Built by public subscription in 1808 as a place of divine worship for inhabitants of St. Marys and its vicinity. Reverend Horace Southworth Pratt was ordained and installed as the first pastor by the Presbytery of Georgia in June, 1822. Incorporated under the name of the Independent Presbyterian Church of St. Marys Dec. 20, 1828. On Dec. 5, 1832, the Independent Church was incorporated as the First Presbyterian Church of St. Marys in the Georgia Presbytery. 020-1
|On April 2, 1807, $1,823.50 was raised by public subscription for the promotion of divine worship in this place, and for the building of a small but convenient church for that purpose. |
Later subscriptions brought the total to $3,442.00. “The church to be erected was to be called and known by the name St. Marys Church’.” On April 18, 1808, $117.00 was donated for the purchase of a bell for the church on which was to be inscribed “My sound to thy people, O Lord, shall call them to thy word”. The church building was completed in 1808.
The church was non-denominational until a young Presbyterian Missionary, Horace S. Pratt, from the Presbytery of New Brunswick, N.J. came to St. Marys in 1823. He found religion in the church to be in a “very low and languishing state, having existence in name only”. With 29 persons desiring to form a Presbyterian Church and call him as pastor, in June of 1822 the Presbytery of Georgia, meeting in St. Marys for the first time, organized the “Presbyterian Church of St. Mary’, ordained Horace Pratt and installed him as its pastor.
In 1828, by an Act of the Georgia Legislature, the church was incorporated under the name of ‘First Presbyterian Church of St. Marys’. In 1829, according to the ‘Minutes of the Board of National Mission’, the Auxiliary Missionary Society of this church sent $66 to Mr. Dickey, Missionary of St. Augustine, E. Florida and probably helped to finance other Missionary efforts.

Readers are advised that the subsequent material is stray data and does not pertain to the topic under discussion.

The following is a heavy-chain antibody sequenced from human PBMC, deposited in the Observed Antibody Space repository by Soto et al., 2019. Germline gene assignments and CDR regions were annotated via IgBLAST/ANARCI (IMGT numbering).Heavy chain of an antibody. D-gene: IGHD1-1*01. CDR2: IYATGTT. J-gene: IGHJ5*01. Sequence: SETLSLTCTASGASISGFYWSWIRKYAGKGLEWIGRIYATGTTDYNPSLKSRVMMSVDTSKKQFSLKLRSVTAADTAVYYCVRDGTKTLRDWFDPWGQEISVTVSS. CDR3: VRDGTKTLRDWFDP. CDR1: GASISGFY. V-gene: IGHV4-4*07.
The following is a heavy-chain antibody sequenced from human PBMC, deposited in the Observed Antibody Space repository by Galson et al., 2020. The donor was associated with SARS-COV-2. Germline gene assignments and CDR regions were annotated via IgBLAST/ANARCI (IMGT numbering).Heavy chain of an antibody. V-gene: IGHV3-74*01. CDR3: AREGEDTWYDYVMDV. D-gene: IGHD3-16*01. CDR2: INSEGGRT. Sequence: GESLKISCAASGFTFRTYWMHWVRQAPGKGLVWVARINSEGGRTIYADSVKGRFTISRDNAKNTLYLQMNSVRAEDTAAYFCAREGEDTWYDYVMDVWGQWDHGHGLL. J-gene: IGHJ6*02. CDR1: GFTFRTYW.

|The first floor of the church was used for a weekday public school for the children of St. Marys Georgia for many years. Originally, a double staircase led to a landing just before the main entrance on the East side (facing Osborne Street) of the church. On the Northeast outside wall, a stairway led to the slave gallery. |
The church tower was also originally on the North (opposite end of the building from its present location). It is not known exactly when the main entrance was moved from the East to the South end of the church, but it is recorded that in 1898 the bell tower was changed from the North end to its present location at the South end of the building at a cost of $103.78.
On December 3, 1956, a fire at the church destroyed the South wall and entrance, and severely damaged the roof and ceiling. The original bell in the tower completely melted during this fire. The church was restored and re-dedicated within a few months, and continued to be recognized as “one of the finest examples of early church architecture existing in Georgia”.
At about this same time, the spire at the top of the bell tower was replaced with the cross. The Education Building was added in 1956.